Three Modes of Business Analysis Consulting
A business analysis consultant might perform three types of roles when working with clients: expert, pair-of-hands, and collaborator. Each of these represents a different kind of interaction and a different source of satisfaction for the consultant. This article, adapted from my book Successful Business Analysis Consulting: Strategies and Tips for Going It Alone, describes these three modes of consulting engagements, which apply both to independent consultants and to internal consultants who work in large organizations.
Boosting Your Confidence as a Business Analyst
The ability to build and exude self-confidence can contribute to success in many areas of our lives from personal to professional. Unfortunately, many business analysts who are beginners or experienced but new to an organization are not provided with the tools and recourses to be confident in their ability to add value to their organization. As a BA, self-confidence facilitates the ability to build relationships, gain respect, and influence others. Below are some of the most effective tactics that I have taken throughout my career to bolster my confidence as a business analyst. Once I became confident in myself, I started noticing that other people’s confidence in my abilities increased as well. Hopefully, these tips will help you recognize your true potential and the value you bring as a business analyst.
The Digital BA Series: 5 Killer Questions Types For Digital Transformation
To be effective, we BAs need to learn as much as we can about the digital world—about the world of digital transformation and what it means for the organization. We need to immerse ourselves in research and journal articles and think of how to make sense of it for our organizations. We need to think of digital projects from both the data scientist and business perspectives. And we can do that. After all, we’re BAs and that’s what we do best.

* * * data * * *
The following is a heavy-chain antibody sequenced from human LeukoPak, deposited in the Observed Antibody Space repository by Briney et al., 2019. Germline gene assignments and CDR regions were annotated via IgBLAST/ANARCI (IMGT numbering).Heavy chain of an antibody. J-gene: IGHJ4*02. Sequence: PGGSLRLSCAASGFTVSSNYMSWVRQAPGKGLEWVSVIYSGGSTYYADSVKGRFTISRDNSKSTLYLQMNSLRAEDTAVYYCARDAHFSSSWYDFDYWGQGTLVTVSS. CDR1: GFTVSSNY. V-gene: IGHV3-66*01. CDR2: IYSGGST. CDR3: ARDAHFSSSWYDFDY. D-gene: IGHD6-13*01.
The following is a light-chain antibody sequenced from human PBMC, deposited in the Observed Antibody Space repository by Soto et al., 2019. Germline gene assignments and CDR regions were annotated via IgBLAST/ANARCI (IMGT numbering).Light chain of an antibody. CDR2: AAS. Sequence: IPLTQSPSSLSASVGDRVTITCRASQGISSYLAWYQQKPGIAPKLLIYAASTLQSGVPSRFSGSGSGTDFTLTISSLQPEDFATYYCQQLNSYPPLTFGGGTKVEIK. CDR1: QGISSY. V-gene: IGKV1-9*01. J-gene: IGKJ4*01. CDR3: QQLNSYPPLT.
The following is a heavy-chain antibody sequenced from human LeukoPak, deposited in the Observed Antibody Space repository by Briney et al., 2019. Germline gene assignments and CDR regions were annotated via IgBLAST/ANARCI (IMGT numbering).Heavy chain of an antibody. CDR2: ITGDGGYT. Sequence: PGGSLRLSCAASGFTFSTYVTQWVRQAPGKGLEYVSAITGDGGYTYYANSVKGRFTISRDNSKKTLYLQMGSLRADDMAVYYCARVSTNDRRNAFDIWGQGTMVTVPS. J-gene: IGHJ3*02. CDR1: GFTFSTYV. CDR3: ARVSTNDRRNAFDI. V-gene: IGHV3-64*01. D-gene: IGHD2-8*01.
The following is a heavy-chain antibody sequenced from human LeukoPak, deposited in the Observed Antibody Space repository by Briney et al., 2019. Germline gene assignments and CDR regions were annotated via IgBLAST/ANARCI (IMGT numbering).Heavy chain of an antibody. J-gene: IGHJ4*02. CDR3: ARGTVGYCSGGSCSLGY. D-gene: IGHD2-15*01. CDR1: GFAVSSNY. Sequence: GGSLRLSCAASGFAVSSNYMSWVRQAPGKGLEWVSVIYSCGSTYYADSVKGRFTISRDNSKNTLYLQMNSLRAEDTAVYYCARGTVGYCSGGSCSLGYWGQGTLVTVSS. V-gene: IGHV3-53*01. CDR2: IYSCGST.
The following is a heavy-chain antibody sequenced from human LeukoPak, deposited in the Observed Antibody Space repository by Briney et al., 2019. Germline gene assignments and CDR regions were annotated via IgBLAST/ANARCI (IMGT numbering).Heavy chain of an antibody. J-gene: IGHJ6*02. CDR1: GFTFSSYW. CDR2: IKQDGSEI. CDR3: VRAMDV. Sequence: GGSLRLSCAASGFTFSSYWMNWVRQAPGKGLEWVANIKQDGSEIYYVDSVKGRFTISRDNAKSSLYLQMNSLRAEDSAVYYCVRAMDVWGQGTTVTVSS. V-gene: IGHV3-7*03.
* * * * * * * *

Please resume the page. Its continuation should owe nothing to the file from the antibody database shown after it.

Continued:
Creating a Culture That Respects Requirements
Culture clashes frequently arise when teams are working on requirements. There are those who recognize the many risks associated with trying to develop software based on minimal or telepathically communicated requirements. Then there are those who think requirements are unnecessary. It can be tough to gain business-side cooperation on projects like legacy-system replacement if users see this as unrelated to their own business problems and not worth their time. Understanding why people resist participating in requirements development is the first step to being able to address it.
4 Things To Consider Before Hiring A Business Analyst For Your Project
I like to compare a business analyst to an architect. While the architect asks questions about design, budget, and personal preferences of a person who wants to build a house; similarly, the business analyst interacts with business owners to know and understand their needs.   A business analyst also produces requirements which clearly state the needs of a business and ensures that those align with its business processes, just as an architect would draw up plans and have an agreement with the owner before reaching out to builders.
Breaking the Complex Down to Simple
Process modeling/mapping/flowing, can be an art, and science, based on the maturity of the organization, knowledge of those doing this work in the organization, and many other factors. What I have found can be challenging is identifying the actual processes to model/map/flow. The fight identification may not occur on the first attempt as this work can be quite iterative, however, there are some concepts that can help make the identification a little easier
Requirements In Context Part 3: Scope = High-Level Requirements
Project Scope. We will see how scope statements, when making reference to business functionality, lead directly to High-Level requirements.  Gathering requirements for a business information system is most often done within the context of a project. Approval of a project includes its sponsors signing off on its scope. The scope for a business information system project is typically defined in functional terms. Items in scope make reference to (or should make reference to) business functions, processes and/or activities that are to be delivered.